An estimated 200,000 students nationally experience “summer melt,” a term that means they’re derailed before even arriving to college, The St. Louis Post-Dispatch reported .
Low-income and first-generation students disproportionately experience summer melt, according to University of Pittsburgh professor Lindsay Page, who has studied the phenomenon for a decade.
St. Louis Public Schools operated a summer college and career center to help students with transcripts and financial aid issues. The center helped more than 185 students over the phone and 46 people in person, said Beth Bender, associate superintendent of college and career readiness.
The University of Missouri experiences summer melt, though it’s difficult to gauge its overall impact on campus, said Christian Basi, the University of Missouri System’s director of media relations.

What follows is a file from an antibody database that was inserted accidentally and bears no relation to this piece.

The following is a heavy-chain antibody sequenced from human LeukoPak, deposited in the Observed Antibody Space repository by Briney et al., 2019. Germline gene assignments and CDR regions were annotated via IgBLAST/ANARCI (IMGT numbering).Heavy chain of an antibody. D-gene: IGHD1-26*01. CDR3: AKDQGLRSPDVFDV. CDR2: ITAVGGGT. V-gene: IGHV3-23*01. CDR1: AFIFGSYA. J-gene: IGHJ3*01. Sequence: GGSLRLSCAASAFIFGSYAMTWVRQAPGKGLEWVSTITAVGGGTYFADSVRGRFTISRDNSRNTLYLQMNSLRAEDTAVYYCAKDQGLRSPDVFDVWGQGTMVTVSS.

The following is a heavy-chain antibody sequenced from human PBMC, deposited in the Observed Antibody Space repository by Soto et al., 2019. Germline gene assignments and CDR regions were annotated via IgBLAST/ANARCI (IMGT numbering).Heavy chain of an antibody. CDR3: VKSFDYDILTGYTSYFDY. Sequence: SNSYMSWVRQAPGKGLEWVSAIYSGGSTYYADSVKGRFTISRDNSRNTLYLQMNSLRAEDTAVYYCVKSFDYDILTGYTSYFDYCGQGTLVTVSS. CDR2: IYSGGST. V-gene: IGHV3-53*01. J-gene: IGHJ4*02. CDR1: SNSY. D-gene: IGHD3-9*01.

“We do have students that have made the deposit, got past the deadline and don’t enroll,” Basi said. “We have them, but we’re picking up more students than we’re losing over the summer.”
The University of Missouri holds a two-day campus visit for students and parents. The event helps students get enrolled in classes and gives them tips on adjusting to campus life.
Washington University in St. Louis typically has a 5 percent melt rate, said Ronne P. Turner, the university’s vice provost for admission and financial aid.
“A lot of that is kids deferring for a year and doing something else for a year, not taking class but experiences,” Turner said.
Washington University created the Deneb Sustaining Talented Academically Recognized Students program three years ago to help students transition into college.
“We realized we needed to do more to support the transition,” Turner said. “For those kids that committed, we committed to work with them to overcome some of those barriers.”